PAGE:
horror

28 Days Later

I always liked post-apocalyptic settings, and in 28 Days Later, directed by Danny Boyle, it’s the zombie apocalypse, which happens after a bunch of animal activists break into a research lab and free a chimpanzee carrying a deadly “rage” virus. Once a person is infected, they have 20 seconds before they turn into a mindless berserk monster. As the film’s title suggests, you don’t get to see the collapse of the society, instead the action switches to our hero Jim (Cillian Murphy), a bicycle courier who wakes up in the hospital after suffering a road accident. Emerging from his coma, he wanders the silent, deserted streets of London, made even more eerie by the total lack of soundtrack. These early scenes of the abandoned metropolis and familiar postcard locations stripped of life are probably the most striking sequences in the film.

Soon Jim stumbles on a couple of survivors, including Selena (Naomi Harris), a tough-minded young woman grimly focused on staying alive. Some time later they encounter big and kindly Frank (Brendan Gleeson), holed up in a high-rise apartment block with his teenage daughter, and pick up a radio signal from an army unit near Manchester, offering safety. They decide to take the risk, and go on a car trip through the zombie land.

As I started watching the movie, I wondered if my DVD rental place had slipped in a crappy pirated version, because I felt like I was back in 1997 watching a VHS tape. I only realised later that the cheap and nasty video effect was a deliberate artistic choice, probably for a more documentary and immediate feel. I can’t say I cared for this affectation, but luckily the movie itself was good.

On the list of onscreen terrors, zombies occupy a lower rung for me, maybe because they’re fairly straightforward creatures, and I actually find the classic slow shuffling zombies more unnerving than the fast killing machines in 28 Days Later. Still, the film is a well-executed thriller, with the nightmarish atmosphere and effective use of speeded-up motion. It also has things to say about the human nature; Selena may imagine that she’s a kind of ruthless person who’d do anything to survive, but then the third act demonstrates what cold self-interest really looks like. The characters, while painted with broad strokes, are engaging, and the movie makes great use of its locations, whether it’s depopulated London, a church littered with corpses or a grand manor in the countryside. My only real quibble is the ending, which felt rather tacked on and disjointed. I did a brief research and yep, apparently the original ending was scrapped because they couldn’t get it past the test audiences. What a surprise.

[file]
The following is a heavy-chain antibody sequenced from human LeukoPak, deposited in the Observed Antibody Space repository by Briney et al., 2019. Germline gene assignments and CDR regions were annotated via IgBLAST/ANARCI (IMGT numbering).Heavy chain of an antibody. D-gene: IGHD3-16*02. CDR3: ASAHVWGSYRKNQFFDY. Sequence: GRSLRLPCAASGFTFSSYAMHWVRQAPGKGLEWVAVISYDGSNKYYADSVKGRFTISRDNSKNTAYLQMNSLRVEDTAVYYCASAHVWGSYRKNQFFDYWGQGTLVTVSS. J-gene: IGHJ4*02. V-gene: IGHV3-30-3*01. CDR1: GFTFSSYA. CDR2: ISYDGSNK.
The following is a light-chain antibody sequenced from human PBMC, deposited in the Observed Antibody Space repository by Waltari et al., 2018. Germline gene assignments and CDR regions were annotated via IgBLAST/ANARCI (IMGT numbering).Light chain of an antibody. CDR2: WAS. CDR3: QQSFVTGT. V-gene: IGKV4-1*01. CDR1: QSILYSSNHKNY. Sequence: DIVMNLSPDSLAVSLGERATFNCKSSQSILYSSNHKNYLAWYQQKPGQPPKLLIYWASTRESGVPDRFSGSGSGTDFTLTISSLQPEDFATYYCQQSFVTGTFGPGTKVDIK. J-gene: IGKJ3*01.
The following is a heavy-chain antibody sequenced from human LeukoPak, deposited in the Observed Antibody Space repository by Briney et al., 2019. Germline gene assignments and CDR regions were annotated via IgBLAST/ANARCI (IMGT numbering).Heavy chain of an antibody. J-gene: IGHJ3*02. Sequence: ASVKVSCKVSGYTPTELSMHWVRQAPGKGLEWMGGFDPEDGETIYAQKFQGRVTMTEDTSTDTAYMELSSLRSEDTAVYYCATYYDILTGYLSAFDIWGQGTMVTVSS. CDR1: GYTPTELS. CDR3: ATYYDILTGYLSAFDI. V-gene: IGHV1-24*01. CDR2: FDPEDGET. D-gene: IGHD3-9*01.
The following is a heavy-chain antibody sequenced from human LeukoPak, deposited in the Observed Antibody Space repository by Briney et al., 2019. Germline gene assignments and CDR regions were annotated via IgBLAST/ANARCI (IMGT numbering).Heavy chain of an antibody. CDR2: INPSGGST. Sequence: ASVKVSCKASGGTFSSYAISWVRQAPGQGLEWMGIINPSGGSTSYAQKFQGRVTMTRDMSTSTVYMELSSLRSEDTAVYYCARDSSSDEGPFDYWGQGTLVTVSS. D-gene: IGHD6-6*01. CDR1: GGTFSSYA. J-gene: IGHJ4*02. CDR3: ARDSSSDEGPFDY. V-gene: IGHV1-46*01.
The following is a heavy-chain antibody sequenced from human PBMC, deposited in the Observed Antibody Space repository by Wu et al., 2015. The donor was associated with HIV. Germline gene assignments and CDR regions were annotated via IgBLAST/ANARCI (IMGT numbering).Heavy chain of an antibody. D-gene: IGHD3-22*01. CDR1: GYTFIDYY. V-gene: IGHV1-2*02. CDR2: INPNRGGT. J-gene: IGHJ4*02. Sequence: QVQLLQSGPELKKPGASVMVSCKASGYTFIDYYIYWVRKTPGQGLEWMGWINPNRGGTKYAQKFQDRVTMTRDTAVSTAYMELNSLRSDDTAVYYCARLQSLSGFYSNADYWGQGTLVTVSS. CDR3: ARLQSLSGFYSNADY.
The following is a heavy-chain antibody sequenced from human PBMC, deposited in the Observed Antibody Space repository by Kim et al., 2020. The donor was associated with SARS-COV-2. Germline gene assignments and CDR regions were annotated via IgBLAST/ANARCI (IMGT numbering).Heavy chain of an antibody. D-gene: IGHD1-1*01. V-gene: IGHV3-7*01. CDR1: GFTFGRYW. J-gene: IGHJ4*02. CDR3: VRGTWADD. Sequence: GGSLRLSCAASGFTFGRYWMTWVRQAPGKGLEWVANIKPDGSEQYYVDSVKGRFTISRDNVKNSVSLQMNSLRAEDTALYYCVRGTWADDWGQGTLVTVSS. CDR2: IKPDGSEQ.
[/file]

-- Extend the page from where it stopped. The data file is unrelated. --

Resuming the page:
The Wicker Man (1973)

I watched the so-bad-it’s-good remake with Nicolas Cage a while ago, so I thought I’d look up the original British cult horror movie with Christopher Lee. I really mean it in the best possible way, but my reaction could be boiled down to, what the hell did I just watch? This is a strange, strange movie, an utterly bizarre blend of folk traditions vs. Christianity, musical (no, really), detective story and horror. The latter doesn’t really kick in until the last ten minutes or so, but when it does the results are uniquely creepy and chilling. It was also interesting to compare the film with the misbegotten Neil LaBute remake, whose inexplicably terrible choices and revisions are even more stark in direct comparison.